My stomach was uneasy in the morning – had to visit the restroom a couple of times; seemed like a mild case of diarrhea. I had definitely pushed my digestive system to its limits yesterday! Arpit and I went on a stroll near our hotel to get some tea. We found a roadside vendor selling it in a matka (clay cup); it tasted different but good. On the way we also saw a small snack shop which was closed but with a unique name ‘Bewafa chai wala’; they also had a special offer – discount for those who had a broken heart! I’ll leave it to you to read the actual phrase that was displayed.
Our gang took a couple of Ubers to our next stop – our host had recommended the Parampara restaurant for breakfast. Most Ubers in Lucknow were Maruti’s Wagon R.
I wasn’t particularly looking forward to breakfast – would have been happy to skip it since I was worried that eating anything may trigger another round of diarrhea. Our body has its own ways of healing; when the stomach is upset you don’t get pangs of hunger. We reached Parampara at 10am – this restaurant is on the other side of the city across the Gomti river in an area called Hazratganj. I skipped most of the items except for a few which i sampled – half a dhokla and some malai makhan; the makhan was unique – creamy, slightly sweet and smooth texture; it’s like ice cream but a lot thinner than it; just melts in your mouth. If not for my stomach situation I would have had a cup full of it rather than just a spoonful.
After breakfast we went in search of coffee and found a small shop called Peeni Hai nearby. I guess it was a new shop because they asked us to pose for a snap in front of their shop.
“We should buy some stake in this company,” Arpit said.
Considering the way that many investors were pumping money into tea and coffee shops lately, it may well be worth the investment.
We took Ubers to Bara Imambara which was about 4kms away – our host had told us that it wasn’t maintained very well but worth the visit if time permitted. This place is also on the same side of the river like Hazratganj.
As soon as we stepped out of the Wagon Rs we were mobbed by tour guides. We headed straight to the ticket counter near the entrance; since it didn’t state that guides were mandatory we skipped the guide. You walk past a nice green garden and then cross an archway which will lead you to a path that has green gardens on either side leading you to the main building. Our Delhiite was busy reading info about the Bara Imambara online.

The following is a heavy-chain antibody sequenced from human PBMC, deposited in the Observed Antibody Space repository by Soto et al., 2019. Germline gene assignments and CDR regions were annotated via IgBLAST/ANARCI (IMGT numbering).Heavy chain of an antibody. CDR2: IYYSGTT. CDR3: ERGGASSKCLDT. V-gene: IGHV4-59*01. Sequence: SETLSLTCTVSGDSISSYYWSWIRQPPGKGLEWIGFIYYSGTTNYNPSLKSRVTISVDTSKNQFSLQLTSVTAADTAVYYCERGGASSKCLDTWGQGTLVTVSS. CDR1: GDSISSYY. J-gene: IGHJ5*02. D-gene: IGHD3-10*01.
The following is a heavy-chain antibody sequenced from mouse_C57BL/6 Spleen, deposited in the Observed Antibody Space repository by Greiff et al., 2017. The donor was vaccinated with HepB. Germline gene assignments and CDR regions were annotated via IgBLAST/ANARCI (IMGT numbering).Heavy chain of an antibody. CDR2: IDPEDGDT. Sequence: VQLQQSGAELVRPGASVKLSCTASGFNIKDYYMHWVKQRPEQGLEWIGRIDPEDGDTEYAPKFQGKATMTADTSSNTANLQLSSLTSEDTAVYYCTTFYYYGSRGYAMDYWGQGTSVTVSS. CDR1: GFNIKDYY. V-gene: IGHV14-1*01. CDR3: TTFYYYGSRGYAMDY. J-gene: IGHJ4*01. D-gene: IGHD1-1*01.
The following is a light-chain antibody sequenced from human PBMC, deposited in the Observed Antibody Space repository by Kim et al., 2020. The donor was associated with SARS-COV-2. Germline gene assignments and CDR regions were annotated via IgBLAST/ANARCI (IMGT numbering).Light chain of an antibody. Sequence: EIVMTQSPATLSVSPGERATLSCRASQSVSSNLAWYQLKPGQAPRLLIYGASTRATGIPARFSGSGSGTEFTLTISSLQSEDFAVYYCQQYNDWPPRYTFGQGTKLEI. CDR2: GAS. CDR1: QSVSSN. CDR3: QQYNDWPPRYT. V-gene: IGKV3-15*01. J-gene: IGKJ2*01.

We were told to leave our footwear outside – there’s a large area reserved for footwear. The main building had 3 halls and each hall had a different design – there were some interesting designs on the arches as well as on the ceiling. In this hall they had also displayed some artifacts including ancient scripts – would have been nice if there were some write-ups about the artifacts.
To get to the Bhul Bhulaya (maze), the local guys told us that we could enter only with a guide. And the maze was the main attraction of this place!
Having no choice we opted for one but they only had a Hindi guide; so our folks who were well versed in Hindi did the job of translating what he said for the rest of us.
This would have been a good place for an audio guide; would have helped in terms of language for tourists and also you will get to wander at your own pace. There were a lot of stories the guides told us – some of which we couldn’t catch because he added another group to ours and kept rushing us through the 3 halls. Seems at one point while building this place they had people build it at day and had another set of people pull down the structure at night to give employment to everyone! In the main hall there were places at the top from which women used to watch the proceedings below. It was quite impressive how they managed to construct the place without using beams.
The Bhul Bhulaya (maze) is on an upper level; you take a set of steps to get there – it is a complex maze with narrow pathways, plenty of openings on most corridors, some places with staircases going up and down and low ceilings. Just like most other places in India, you will find names and heart symbols scribbled all over the walls!
“The reason we ask you to leave your footwear outside is because in the evening we will check if all of them have been taken. If not we know that someone is stuck in Bhul Bhulaya. You cannot get out of here without help.”
I’m not sure if they really did that but the maze was definitely not the place that you wanted to be stranded in and perhaps another reason why they would not want to have people wander around with an audio guide – unless they could come up with a way to provide directions to the exit.
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